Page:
According to the World Bank’s Doing Business 2016 report, Nigeria ranked 169 out of 189 countries surveyed on the Ease of Doing Business. The report examined the business economic conditions of 189 countries across all continents with focus on regulations for starting a business, dealing with construction permits, getting electricity, registering property, getting credit, protecting minority investors, paying taxes, trading across borders, enforcing contracts and resolving insolvency. Although this year’s ranking represents a marginal improvement over last year’s ranking which placed the country in the 170th position, Nigeria trails behind a number of other African countries such as Mauritius (32), Rwanda (62), Botswana (72), South Africa (73) and Ghana (114) – all competing for foreign direct investments.
The current ranking implies that the regulatory environment leaves much to be desired with respect to starting and operating businesses in Nigeria. Not a few owners of Micro, Small and Medium Enterprises would corroborate this view. Available data from the Central Bank of Nigeria show that the Purchasing Managers’ Index, an indicator of the economic health of the manufacturing sector, has been below 50 on the average this year- an indication that the sector has been on the decline. The most recent figure indicates that the PMI dropped to 43.7 per cent in April, compared to 45.9 per cent in the preceding month.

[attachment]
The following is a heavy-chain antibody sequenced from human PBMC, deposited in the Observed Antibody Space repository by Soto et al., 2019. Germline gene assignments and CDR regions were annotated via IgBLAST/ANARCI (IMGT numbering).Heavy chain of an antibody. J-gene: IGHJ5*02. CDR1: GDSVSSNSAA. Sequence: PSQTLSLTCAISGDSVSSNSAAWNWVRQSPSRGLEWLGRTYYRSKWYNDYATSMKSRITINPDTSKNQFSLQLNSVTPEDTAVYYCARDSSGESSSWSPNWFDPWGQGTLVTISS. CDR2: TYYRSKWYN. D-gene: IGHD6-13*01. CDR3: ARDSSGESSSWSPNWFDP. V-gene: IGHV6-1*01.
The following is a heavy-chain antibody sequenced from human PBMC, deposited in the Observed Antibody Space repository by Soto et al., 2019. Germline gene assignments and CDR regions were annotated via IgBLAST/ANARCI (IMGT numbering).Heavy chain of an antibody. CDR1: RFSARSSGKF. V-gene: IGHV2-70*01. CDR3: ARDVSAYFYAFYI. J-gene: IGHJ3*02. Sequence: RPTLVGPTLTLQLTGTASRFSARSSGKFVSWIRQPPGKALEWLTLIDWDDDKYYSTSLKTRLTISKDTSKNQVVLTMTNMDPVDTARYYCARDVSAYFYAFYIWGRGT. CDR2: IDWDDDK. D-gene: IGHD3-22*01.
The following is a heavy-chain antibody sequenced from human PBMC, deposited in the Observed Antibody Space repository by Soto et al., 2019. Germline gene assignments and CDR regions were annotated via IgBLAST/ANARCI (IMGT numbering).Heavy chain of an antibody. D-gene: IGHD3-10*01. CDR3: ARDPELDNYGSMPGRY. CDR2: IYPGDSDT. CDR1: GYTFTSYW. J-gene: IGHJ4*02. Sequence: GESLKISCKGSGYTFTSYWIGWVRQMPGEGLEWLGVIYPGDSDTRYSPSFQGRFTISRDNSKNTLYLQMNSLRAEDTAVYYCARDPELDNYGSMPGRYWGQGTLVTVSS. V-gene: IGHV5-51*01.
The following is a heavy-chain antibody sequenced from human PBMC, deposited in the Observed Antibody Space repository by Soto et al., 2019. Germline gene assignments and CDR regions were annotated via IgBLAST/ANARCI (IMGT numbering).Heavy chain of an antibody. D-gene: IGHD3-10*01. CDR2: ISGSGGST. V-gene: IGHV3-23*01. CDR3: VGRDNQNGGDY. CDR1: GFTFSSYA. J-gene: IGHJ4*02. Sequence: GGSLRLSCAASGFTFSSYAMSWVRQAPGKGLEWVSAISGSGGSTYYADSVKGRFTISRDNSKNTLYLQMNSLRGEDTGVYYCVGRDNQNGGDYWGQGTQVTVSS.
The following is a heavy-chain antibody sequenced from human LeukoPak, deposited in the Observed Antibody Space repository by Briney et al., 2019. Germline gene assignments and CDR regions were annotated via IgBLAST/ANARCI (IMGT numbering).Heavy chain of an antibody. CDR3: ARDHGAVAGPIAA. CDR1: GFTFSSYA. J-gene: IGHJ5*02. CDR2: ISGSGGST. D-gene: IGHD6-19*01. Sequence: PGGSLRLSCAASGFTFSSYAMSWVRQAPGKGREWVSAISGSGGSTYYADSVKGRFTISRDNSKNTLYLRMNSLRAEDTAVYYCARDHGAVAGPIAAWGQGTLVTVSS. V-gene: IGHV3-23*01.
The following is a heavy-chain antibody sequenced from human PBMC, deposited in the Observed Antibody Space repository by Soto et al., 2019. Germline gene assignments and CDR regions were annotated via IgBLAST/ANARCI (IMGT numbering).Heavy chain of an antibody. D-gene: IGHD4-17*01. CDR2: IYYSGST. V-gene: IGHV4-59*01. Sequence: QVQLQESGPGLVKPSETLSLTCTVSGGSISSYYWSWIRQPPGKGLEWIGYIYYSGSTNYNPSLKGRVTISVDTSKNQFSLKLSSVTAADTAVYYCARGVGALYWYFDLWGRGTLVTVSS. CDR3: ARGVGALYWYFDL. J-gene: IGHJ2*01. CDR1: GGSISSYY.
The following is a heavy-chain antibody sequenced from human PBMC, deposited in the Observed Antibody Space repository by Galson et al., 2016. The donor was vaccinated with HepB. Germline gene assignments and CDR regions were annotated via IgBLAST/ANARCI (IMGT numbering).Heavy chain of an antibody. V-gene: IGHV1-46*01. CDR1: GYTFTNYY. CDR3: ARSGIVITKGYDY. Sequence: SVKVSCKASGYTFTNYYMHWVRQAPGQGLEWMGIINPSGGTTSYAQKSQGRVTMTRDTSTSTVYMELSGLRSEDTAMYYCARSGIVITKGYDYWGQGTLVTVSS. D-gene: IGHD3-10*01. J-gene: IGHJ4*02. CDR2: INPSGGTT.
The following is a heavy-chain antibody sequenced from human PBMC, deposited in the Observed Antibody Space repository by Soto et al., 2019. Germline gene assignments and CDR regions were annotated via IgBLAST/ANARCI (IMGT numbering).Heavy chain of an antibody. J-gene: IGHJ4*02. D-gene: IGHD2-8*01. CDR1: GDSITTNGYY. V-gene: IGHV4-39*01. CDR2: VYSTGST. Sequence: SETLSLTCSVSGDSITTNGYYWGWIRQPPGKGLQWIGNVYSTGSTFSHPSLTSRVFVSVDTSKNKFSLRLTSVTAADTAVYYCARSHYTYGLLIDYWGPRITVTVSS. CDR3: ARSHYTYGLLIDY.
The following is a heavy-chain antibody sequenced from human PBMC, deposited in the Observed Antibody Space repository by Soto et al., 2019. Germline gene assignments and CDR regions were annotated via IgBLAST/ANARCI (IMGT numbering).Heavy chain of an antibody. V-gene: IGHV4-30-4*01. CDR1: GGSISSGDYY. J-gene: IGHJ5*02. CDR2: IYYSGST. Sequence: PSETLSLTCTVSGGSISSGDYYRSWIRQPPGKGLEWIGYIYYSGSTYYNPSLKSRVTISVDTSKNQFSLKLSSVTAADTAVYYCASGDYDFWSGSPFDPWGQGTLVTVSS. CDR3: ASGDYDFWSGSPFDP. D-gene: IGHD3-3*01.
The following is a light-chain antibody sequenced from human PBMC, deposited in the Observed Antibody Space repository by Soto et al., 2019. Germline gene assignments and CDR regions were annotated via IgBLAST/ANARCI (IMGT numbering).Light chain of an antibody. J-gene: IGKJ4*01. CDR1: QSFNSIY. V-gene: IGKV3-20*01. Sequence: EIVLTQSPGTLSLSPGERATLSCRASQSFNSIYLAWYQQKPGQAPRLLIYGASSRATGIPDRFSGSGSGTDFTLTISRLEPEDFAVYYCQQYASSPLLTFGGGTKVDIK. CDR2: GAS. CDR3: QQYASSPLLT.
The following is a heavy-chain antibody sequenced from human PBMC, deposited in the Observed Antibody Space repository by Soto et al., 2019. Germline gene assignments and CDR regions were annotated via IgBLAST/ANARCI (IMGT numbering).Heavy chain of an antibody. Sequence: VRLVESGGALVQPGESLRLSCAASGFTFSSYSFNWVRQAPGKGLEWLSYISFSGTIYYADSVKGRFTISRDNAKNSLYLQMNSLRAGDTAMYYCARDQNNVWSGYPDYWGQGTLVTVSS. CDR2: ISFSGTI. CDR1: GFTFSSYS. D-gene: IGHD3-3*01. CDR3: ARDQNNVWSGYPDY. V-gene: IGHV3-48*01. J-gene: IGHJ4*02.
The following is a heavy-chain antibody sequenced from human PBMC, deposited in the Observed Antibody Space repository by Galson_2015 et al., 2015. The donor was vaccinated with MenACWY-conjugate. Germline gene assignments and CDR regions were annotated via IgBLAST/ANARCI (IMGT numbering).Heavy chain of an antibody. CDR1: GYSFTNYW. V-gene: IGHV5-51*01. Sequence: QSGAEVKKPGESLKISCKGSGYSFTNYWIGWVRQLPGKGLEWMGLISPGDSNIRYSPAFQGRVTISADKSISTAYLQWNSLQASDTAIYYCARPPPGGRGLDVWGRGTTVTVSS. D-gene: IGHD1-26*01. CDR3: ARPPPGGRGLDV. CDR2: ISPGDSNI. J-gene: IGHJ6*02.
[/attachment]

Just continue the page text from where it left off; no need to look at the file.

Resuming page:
In recognition of this challenge, the Federal Government, as a priority area this fiscal year, is reported to have set a target of moving 20 places up the World Bank’s Doing Business ranking from 169th to the 149th position. A major strategy towards achieving this target should be to direct attention at improving critical regulatory areas that recorded declines in the Doing Business ranking especially in the areas of ease of starting a business, getting electricity and access to credit. In this year’s report, while the rankings in some other areas remained unchanged from those of last year, ranking for starting business dropped eight places from 131st position in 2015 to 139th. Also, the country fell in ranking from the 181st position to 182nd with respect to getting electricity while a drop in ranking from 52nd to the 59th position was recorded with regard to access to credit.